Arizona House Committee Passes Senate-Approved Bill to Expand Medical Marijuana Program

Legislation to expand Arizona’s medical marijuana program has been passed by a key House committee the same month it was approved by the full Senate.

Senate Bill 1466, filed by Senator Thomas Shope, has been given approval by the House Health and Human Services Committee. The vote was 7 to 2, sending it towards a vote by the full House of Representatives.

The proposal would add post traumatic stress disorder (PTSD) and autism spectrum disorder as conditions that qualify an individual to become a legal medical marijuana patient. It would also reduce the price of medical marijuana cards to just $50 (a third of the current cost), while making them entirely free for veterans.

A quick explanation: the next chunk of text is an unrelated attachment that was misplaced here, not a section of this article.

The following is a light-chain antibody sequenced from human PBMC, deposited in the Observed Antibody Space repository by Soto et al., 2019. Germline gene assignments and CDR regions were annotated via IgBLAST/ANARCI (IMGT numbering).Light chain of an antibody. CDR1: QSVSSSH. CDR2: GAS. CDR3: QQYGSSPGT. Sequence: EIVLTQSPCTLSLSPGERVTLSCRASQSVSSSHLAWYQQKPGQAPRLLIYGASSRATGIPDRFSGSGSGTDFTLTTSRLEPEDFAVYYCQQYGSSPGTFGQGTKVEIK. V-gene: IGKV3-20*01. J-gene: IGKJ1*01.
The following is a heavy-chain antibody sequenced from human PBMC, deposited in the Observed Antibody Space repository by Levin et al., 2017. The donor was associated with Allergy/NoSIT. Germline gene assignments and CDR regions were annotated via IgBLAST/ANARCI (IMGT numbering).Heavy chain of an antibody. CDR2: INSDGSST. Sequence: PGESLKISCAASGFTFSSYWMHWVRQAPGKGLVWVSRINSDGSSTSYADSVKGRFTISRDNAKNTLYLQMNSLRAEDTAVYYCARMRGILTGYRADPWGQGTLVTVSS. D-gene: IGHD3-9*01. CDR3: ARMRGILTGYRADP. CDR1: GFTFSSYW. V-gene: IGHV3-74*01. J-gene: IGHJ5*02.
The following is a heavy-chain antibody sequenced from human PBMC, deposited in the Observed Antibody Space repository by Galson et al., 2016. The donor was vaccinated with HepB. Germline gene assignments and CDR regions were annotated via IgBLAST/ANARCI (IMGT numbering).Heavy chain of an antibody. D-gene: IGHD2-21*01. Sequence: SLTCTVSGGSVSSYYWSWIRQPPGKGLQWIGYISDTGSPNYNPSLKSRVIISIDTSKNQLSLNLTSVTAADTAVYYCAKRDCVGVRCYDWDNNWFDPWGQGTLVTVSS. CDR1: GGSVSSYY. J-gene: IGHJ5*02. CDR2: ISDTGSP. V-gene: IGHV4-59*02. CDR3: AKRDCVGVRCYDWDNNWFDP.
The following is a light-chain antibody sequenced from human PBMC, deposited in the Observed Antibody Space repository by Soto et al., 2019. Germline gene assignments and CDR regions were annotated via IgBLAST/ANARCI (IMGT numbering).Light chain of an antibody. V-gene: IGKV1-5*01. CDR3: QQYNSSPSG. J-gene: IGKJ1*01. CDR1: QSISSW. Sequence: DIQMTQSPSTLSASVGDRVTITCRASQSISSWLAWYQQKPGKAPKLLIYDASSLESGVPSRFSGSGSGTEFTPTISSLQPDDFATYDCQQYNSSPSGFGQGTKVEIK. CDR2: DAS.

Senate Bill 1466 was passed by the full Senate earlier this month in an overwhelmingly favorable 24 to 6 vote. If passed in the House, it will go to Governor Katie Hobbs who could sign it into law, allow it to become law without a signature, or veto it. Thus far there seems to be enough support to override any potential veto, which can be done with a 2/3rds majority vote in the legislature.

Medical marijuana first become legal in Arizona in 2010. The current qualifying conditions are:

Cancer, glaucoma, positive status for human immunodeficiency virus, acquired immune deficiency syndrome, hepatitis C, amyotrophic lateral sclerosis, Crohn’s disease or agitation of Alzheimer’s disease or the treatment of these conditions, a chronic or debilitating disease or medical condition or its
treatment that produces one or more of the following: Cachexia or wasting syndrome, severe and chronic pain, severe nausea, seizures, including those characteristic of epilepsy, severe and persistent muscle spasms, including those characteristic of multiple sclerosis.

The full text of Senate Bill 1466 can be found by clicking here.

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